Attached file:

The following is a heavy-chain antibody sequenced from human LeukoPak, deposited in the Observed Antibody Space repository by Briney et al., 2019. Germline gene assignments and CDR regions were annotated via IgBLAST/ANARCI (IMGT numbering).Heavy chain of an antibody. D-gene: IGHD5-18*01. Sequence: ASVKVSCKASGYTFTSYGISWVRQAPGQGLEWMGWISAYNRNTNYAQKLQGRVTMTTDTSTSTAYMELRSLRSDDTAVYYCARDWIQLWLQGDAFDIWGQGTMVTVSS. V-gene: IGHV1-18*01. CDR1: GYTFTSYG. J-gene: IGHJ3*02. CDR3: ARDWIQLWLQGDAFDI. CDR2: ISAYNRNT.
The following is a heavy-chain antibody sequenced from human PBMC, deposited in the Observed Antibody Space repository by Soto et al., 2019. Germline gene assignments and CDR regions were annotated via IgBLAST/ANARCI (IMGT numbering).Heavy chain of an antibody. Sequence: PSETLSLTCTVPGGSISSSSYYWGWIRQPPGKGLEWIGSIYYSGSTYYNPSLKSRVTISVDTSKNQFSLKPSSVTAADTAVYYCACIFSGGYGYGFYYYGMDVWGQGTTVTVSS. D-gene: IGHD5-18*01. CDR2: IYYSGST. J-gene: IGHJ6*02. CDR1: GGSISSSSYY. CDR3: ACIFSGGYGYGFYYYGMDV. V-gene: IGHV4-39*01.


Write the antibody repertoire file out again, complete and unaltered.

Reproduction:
The following is a heavy-chain antibody sequenced from human LeukoPak, deposited in the Observed Antibody Space repository by Briney et al., 2019. Germline gene assignments and CDR regions were annotated via IgBLAST/ANARCI (IMGT numbering).Heavy chain of an antibody. D-gene: IGHD5-18*01. Sequence: ASVKVSCKASGYTFTSYGISWVRQAPGQGLEWMGWISAYNRNTNYAQKLQGRVTMTTDTSTSTAYMELRSLRSDDTAVYYCARDWIQLWLQGDAFDIWGQGTMVTVSS. V-gene: IGHV1-18*01. CDR1: GYTFTSYG. J-gene: IGHJ3*02. CDR3: ARDWIQLWLQGDAFDI. CDR2: ISAYNRNT.
The following is a heavy-chain antibody sequenced from human PBMC, deposited in the Observed Antibody Space repository by Soto et al., 2019. Germline gene assignments and CDR regions were annotated via IgBLAST/ANARCI (IMGT numbering).Heavy chain of an antibody. Sequence: PSETLSLTCTVPGGSISSSSYYWGWIRQPPGKGLEWIGSIYYSGSTYYNPSLKSRVTISVDTSKNQFSLKPSSVTAADTAVYYCACIFSGGYGYGFYYYGMDVWGQGTTVTVSS. D-gene: IGHD5-18*01. CDR2: IYYSGST. J-gene: IGHJ6*02. CDR1: GGSISSSSYY. CDR3: ACIFSGGYGYGFYYYGMDV. V-gene: IGHV4-39*01.